Movie Series Review: The Human Condition (1959-1961)

Japan grapples with the legacy of WWII

The Human Condition Trilogy cover

Synopsis, from IMDB:

A Japanese pacifist, unable to face the dire consequences of conscientious objection, is transformed by his attempts to compromise with the demands of war-time Japan.

The most immediately striking thing to me about this (Japanese) trilogy is how bluntly it exposes the excesses and abuses of the Imperial Japanese system during WWII, so soon after the end of the war.

The structure of the trilogy reminded me of the TV show, The Wire. Each film focuses on a different aspect of the war, as each season of The Wire did for with the war-on-drugs.

We are given a sympathetic protagonist to follow, who undergoes a significant transformation as a result of his difficult experiences.

Part I: No Greater Love

The first film takes place primarily within a camp for Chinese POWs and does not shy away from the abuses that took place.

Seeing things from the prospective of a supervisor who would like improve conditions, the viewer feels the frustration of trying to work within a corrupt and unfair system.

Part II: Road to Eternity

This is an epic, even as a stand-alone movie. It does a great job keeping things grounded in the central character’s journey, even within such a grand story.

Taking place on the front-lines, we see the position that conscripted soldiers are put in and the actions that they are often forced to take, regardless of their personal feelings on the war.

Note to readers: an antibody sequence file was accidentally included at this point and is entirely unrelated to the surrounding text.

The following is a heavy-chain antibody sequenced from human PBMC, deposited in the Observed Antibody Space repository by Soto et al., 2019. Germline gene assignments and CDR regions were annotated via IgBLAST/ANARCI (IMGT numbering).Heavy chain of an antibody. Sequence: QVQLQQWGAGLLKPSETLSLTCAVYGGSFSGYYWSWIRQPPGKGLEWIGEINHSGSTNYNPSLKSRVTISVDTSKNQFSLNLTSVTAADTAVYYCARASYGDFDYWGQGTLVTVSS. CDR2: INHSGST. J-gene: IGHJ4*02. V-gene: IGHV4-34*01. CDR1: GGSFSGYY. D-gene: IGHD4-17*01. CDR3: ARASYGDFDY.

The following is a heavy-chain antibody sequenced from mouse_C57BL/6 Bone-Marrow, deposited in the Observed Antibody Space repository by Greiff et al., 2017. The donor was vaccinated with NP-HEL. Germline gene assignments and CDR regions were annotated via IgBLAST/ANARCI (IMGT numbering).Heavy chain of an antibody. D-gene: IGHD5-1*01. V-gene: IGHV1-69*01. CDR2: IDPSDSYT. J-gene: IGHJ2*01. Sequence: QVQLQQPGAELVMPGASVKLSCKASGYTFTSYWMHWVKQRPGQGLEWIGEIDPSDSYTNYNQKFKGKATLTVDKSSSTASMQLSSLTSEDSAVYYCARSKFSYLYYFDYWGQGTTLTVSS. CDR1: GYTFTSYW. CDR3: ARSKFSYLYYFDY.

The climactic battle sequence is amazing for being so large-scale and chaotic, but still easy to follow. The practical explosion effects, with dirt burying the characters and even the camera, are especially impressive (also dangerous-looking!).

Part III: A Soldier’s Prayer

In this film, we start to see some of the soul-searching that occurred in the Japanese people, in the aftermath of WWII, that would have led to this series being made.

Following a group of defeated soldiers, we see the dilemmas that occur when there is no consensus for surrender. We also see, for the first time, the impact on refugee civilians.

The conclusion of the central character’s arc cements it as among the best I have ever seen in movies.